Ph.D., University of California, Berkeley, 2014
B.A., Northwestern University, 2006
My research and teaching engage 20th- and 21st-century Anglophone literature, especially contemporary Asian/Asian American literature. My book manuscript Voicing Asia: Post-Cold War Novels, Geopolitics, and Human Rights draws on literary and documentary archives to compare how novels and geopolitics differently represent a voice as “Asian.” It reads the post-Cold War Anglophone novels of Chang-rae Lee, Ha Jin, Kazuo Ishiguro, Wei Hui, Mian Mian, Amitav Ghosh, and Monique Truong as a critical response to Cold War America’s crusade to cultivate Asia’s anti-communist voice. In treating “Asian” and “human” as formal effects of the novel, Voicing Asia pushes literary criticism on race beyond biological and geographical rubrics. It also seeks to provide a less homologous account of the relation between the literary humanities and Human Rights Discourse. My second book, The Chindian Imaginary, reads Sinophone, Chinese Anglophone, and subcontinental literatures through the portmanteau “Chindia,” a term that for me indexes the co-belonging of Asia’s neoliberal homo economicus with its Third Worldist revolutionary.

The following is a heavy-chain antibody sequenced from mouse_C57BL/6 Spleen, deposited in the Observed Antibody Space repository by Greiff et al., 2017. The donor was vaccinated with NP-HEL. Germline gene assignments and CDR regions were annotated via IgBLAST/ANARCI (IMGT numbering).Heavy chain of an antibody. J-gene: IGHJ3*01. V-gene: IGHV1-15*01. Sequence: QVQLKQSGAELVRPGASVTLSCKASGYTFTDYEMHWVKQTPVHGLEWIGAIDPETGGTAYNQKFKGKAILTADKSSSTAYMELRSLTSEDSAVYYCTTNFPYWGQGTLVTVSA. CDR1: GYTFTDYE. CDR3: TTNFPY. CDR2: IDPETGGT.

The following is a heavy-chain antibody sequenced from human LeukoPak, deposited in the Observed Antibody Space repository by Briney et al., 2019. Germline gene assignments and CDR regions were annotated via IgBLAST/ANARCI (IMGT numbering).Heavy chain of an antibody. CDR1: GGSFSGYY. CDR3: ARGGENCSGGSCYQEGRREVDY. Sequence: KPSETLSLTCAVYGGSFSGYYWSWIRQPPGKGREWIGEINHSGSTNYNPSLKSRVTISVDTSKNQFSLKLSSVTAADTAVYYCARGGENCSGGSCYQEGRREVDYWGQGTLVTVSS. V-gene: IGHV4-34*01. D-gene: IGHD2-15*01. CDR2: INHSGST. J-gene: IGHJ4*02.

- “The Korean Voice of American Empire: ‘Another Dimension’ of the Democratic Spokesman and the Model Minority Narrator,” Journal of Asian American Studies, 17.3 (October 2014)
ENGL 127: Readings in American Literature